Last week we soft-released a new version of makara and adaro, the internationalization components for Kraken and Dust templating. It’s a whole re-engineering of the system to solve a bunch of flaws and to future-proof it.

Three main things drove the redesign:

  • Dust 2.7 came out and broke one key interface that Kraken’s adaro had relied on. dust.load was moved internal, where before it was just undocumented private method exposed to the world. Because of this, adaro’s hacks to override the loader no longer work and a whole house of cards come tumbling down. We worked with the dust team on dust 2.7.1 to get an interface we can use cleanly. (Just as a side note: dust doesn’t use semantic versioning, so its minor releases are API breaking changes, at least in the 2.x series.)
  • We want to add support for number and gender agreement in localized messages, so that means that building a copy of the template, pre-localized, for each locale is no longer feasible: strings aren’t static and can’t be reduced to simple dust variable substitutions.
  • Build times with many locales and many templates get very high. If you ship 600 locales and 1000 templates, that’s 600,000 generated files, mostly duplicated information.

The changes ended up affecting nearly every i18n package, particularly because the integration with Dust changed so much.

localizr and grunt-localizr are deprecated. They’re tools for doing the static pre-inlining of messages into templates.

We introduced dust-makara-helpers, which is a wrapper around dust-usecontent-helper providing {@useContent} to load content into the context, and dust-message-helper, providing {@message} and a backward compatibility alias {@pre}, to do the message insertion and rendering at template render time, instead of precomputed at build time. In the future, dust-intl’s {@formatMessage} helper can be used with a similar syntax to dust-message-helper’s and will support gender and number agreement.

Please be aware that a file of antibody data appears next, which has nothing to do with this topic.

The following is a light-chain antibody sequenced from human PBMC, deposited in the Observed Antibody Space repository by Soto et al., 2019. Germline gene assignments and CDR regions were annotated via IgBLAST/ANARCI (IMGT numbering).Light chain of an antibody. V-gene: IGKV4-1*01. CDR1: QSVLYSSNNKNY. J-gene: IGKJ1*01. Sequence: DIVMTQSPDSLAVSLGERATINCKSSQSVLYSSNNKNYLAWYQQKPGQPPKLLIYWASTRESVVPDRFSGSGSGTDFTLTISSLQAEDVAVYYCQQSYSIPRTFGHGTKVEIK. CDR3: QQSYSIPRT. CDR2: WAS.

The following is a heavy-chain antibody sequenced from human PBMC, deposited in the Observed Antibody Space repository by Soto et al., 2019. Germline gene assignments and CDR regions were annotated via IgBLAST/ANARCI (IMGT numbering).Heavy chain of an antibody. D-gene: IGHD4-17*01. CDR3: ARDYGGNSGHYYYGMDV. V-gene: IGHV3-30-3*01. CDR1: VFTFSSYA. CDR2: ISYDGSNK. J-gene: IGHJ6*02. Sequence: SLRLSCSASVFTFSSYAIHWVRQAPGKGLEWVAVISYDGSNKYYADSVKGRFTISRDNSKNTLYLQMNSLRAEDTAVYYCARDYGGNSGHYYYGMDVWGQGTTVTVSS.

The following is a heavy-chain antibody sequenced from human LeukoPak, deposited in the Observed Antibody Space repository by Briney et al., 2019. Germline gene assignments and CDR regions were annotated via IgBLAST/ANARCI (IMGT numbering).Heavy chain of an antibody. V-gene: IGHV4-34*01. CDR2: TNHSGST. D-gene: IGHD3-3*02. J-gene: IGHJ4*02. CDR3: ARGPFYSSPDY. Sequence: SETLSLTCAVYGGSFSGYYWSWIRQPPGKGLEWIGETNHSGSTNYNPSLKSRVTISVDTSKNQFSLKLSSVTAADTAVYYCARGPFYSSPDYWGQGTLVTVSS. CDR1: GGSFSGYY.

engine-munger has been reworked to just be a replacement View class for Express, backporting the asynchronous lookup of templates from Express 5, and extending that API to allow looking up content as well as partials and templates. It calls the template engine the same way Express 5 will, with this being an instance of itself, so its methods can be used from engines.

adaro has been completely reworked. It’s now just a stand-alone dust template engine for Express. It can use the Express 5-compatible lookup interface provided by engine-munger though, so it supports internationalization that way.

All of this gets rolled up in the new version of makara, made relatively easy to configure all in one place, with some strong defaults and backward compatibility with existing kraken projects turned on by default.